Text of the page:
Why do we still use stepwise modelling in ecology and behaviour?
Article first published online: 21 JUL 2006
Journal of Animal Ecology
Volume 75, Issue 5, pages 1182–1189, September 2006
How to Cite
WHITTINGHAM, M. J., STEPHENS, P. A., BRADBURY, R. B. and FRECKLETON, R. P. (2006), Why do we still use stepwise modelling in ecology and behaviour?. Journal of Animal Ecology, 75: 1182–1189. doi: 10.1111/j.1365-2656.2006.01141.x
- Issue published online: 21 JUL 2006
- Article first published online: 21 JUL 2006
- Received 2 March 2006; accepted 8 June 2006
- ecological modelling;
- habitat selection;
- minimum adequate model;
- multivariate statistical analysis;
- statistical bias
- 1The biases and shortcomings of stepwise multiple regression are well established within the statistical literature. However, an examination of papers published in 2004 by three leading ecological and behavioural journals suggested that the use of this technique remains widespread: of 65 papers in which a multiple regression approach was used, 57% of studies used a stepwise procedure.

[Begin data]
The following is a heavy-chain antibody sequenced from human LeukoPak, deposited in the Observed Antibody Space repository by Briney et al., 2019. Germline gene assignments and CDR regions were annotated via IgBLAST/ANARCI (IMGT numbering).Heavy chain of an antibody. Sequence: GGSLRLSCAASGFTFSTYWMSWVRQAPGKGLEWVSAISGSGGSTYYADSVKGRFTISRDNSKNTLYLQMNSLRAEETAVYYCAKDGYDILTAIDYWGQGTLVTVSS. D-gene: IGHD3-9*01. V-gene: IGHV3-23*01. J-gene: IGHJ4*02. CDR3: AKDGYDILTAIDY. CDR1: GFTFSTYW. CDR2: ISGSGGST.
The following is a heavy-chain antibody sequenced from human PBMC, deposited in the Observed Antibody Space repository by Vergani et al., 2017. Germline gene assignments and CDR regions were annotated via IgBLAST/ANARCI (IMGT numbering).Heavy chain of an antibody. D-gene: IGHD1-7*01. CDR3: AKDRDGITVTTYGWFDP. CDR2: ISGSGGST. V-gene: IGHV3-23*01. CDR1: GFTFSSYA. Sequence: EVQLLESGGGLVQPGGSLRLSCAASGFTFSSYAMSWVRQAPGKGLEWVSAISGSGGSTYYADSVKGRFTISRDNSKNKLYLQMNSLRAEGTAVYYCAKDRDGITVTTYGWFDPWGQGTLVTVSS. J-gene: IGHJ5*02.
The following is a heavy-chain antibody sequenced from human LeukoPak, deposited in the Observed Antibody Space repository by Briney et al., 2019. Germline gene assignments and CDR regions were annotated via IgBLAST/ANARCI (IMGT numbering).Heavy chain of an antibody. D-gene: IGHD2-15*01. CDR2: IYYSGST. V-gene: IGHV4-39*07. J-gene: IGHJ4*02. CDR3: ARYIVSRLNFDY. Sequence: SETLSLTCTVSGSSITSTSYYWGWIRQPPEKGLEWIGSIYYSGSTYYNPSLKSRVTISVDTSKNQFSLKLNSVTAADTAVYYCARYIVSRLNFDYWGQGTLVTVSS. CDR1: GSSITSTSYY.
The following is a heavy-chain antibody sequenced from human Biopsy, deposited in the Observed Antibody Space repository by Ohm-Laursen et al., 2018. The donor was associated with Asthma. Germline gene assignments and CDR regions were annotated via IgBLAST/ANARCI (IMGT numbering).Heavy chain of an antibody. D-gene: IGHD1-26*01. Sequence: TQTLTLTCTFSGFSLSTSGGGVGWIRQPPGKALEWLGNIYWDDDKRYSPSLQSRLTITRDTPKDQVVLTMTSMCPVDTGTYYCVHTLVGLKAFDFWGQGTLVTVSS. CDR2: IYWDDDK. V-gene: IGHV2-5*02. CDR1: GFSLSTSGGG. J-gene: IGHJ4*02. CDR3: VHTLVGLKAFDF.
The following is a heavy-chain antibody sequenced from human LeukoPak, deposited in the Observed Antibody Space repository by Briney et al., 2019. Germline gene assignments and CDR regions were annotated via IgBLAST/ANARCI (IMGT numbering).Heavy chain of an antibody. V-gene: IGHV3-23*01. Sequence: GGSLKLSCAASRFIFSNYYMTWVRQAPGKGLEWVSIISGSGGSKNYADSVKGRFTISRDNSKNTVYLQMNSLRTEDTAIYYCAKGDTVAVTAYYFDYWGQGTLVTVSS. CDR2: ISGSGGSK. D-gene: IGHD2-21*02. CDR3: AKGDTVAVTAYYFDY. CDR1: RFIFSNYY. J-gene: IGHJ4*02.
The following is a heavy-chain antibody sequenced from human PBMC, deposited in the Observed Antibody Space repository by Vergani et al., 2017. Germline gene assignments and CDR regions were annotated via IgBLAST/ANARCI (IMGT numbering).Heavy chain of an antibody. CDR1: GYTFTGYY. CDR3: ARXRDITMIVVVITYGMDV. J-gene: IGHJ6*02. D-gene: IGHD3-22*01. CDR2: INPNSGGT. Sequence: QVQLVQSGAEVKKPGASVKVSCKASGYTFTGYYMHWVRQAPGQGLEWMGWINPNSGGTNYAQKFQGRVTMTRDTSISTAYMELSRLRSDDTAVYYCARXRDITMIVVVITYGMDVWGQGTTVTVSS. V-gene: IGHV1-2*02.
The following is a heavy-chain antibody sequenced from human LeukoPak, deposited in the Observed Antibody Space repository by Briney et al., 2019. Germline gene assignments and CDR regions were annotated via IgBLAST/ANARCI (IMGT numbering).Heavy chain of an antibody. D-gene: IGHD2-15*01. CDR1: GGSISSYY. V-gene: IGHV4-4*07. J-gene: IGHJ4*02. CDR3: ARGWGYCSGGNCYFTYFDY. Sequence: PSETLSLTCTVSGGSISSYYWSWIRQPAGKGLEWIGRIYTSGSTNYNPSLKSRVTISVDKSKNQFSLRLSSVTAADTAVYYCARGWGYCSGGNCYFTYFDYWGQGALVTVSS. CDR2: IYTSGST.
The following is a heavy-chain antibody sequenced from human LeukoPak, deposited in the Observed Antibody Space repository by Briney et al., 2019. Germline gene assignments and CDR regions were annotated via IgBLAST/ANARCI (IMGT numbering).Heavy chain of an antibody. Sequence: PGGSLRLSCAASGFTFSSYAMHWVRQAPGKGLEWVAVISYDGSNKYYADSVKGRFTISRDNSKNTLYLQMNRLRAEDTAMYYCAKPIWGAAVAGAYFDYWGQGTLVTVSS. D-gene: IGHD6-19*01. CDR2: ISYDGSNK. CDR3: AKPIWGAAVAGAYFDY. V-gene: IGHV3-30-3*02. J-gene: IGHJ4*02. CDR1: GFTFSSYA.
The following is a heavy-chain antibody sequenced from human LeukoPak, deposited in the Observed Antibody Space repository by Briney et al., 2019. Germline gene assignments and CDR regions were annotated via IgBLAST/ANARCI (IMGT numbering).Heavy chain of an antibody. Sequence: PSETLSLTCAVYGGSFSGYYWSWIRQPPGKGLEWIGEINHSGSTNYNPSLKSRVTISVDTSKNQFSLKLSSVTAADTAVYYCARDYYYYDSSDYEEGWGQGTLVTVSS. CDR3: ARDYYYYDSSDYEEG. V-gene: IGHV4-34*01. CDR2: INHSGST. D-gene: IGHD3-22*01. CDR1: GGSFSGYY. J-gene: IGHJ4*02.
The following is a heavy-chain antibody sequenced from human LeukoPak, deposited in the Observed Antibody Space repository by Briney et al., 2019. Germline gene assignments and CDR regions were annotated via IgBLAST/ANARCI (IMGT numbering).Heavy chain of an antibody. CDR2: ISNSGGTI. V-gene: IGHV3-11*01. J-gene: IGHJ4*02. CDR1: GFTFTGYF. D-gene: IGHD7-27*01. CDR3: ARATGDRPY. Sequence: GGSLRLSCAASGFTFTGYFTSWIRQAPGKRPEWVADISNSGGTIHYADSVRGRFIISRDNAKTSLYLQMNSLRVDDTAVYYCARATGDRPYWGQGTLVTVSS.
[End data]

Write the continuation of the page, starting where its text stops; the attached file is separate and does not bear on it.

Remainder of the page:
- 2The principal drawbacks of stepwise multiple regression include bias in parameter estimation, inconsistencies among model selection algorithms, an inherent (but often overlooked) problem of multiple hypothesis testing, and an inappropriate focus or reliance on a single best model. We discuss each of these issues with examples.
- 3We use a worked example of data on yellowhammer distribution collected over 4 years to highlight the pitfalls of stepwise regression. We show that stepwise regression allows models containing significant predictors to be obtained from each year's data. In spite of the significance of the selected models, they vary substantially between years and suggest patterns that are at odds with those determined by analysing the full, 4-year data set.
- 4An information theoretic (IT) analysis of the yellowhammer data set illustrates why the varying outcomes of stepwise analyses arise. In particular, the IT approach identifies large numbers of competing models that could describe the data equally well, showing that no one model should be relied upon for inference.